Review: Bone Cage (Hart House Theatre)

Bone Cage at Hart House

Examining the struggles of living in rural Nova Scotia, Bone Cage is playing at Toronto’s Hart House Theatre

I have a habit of going into see a show completely blind: by reading as little as possible about it. I enjoy finding out about the work as the actors play it. Going in to see Bone Cage at Hart House, I was unaware that Catherine Banks, the playwright,  was the recipient of the 2008 Governor General’s Literary Award for Drama.

Bone Cage is a dark play that explores the emotional turmoil of 5 people living in rural Nova Scotia. Each character has their own story line about the harsh life of working the land and living in a tough working class Canadian village.

Walking into the theatre I could tell immediately where I was and had a sense of the emotional environment I was entering. I would like to applaud the design team: set designer Elizabeth Kantor, costume designer Ming Wong, lighting designer David DeGrow, and sound designer Alexander Punzalan Junior. Together they made a rich and immersive world for the audience. With their well crafted designs we were transported away from the theatre and into the very real world of the play.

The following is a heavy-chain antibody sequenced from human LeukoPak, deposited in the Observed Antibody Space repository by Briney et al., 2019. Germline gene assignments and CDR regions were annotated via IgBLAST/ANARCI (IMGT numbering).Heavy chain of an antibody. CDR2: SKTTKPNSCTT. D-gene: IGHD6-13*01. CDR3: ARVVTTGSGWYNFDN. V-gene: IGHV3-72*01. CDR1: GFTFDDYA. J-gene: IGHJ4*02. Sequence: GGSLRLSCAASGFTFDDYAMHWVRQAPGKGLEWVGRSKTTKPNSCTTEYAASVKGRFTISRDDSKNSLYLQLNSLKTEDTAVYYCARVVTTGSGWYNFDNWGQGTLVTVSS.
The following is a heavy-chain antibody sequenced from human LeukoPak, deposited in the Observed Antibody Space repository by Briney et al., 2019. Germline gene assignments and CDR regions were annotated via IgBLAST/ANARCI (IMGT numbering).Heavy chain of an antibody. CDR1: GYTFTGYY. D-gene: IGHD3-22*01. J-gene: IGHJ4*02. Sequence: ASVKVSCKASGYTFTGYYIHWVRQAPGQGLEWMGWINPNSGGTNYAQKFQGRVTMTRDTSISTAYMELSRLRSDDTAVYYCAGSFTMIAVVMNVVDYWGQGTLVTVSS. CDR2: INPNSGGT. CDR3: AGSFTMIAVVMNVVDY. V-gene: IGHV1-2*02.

Watching the work I found that it raised many important issues: the emotional turmoil of destroying the land you depend on; living with a father figure who tried to sexually assault you, the immobilizing pain of losing a child; and entering into a loveless marriage, only to mention a few.

It is important to write about these issues and I appreciated hearing stories that are not normally a part of my life, though I was left wanting more detail and a focus on a narrower range of subjects. By trying to address everything I was left unsure of what I had just seen. With 5 characters, any of which could have been the lead, each of them was struggling to keep my attention.

Storylines should not always be finished and served to us with a nice conclusion, but none of the storylines in this play seemed to end. The characters hardly took steps to better their lives; when they did, they were shot down and reminded of their “menial” lives. The lack of action and the despair of a never ending cycle of depression was too much for me.

As my show buddy reminded me, the play was obviously created and acted with passion and it showed. Each actor brought the characters to life and together were a great ensemble.


  • Bone Cage is playing until October 5th at Hart House (7 Hart House Circle)
  • Shows run Wednesday to Saturday at 8pm, with an additional matinee on Saturday October 5th at 2pm
  • Ticket prices range from $15 – $28, with $10 Student tickets every Wednesday and $17 Alumni tickets every Thursday
  • Tickets are available online, or through the box office at 416.978.8849

Photo of Kyle Purcell, Nathan Bitton, Samantha Coyle and Lindsey Middleton by Scott Gorman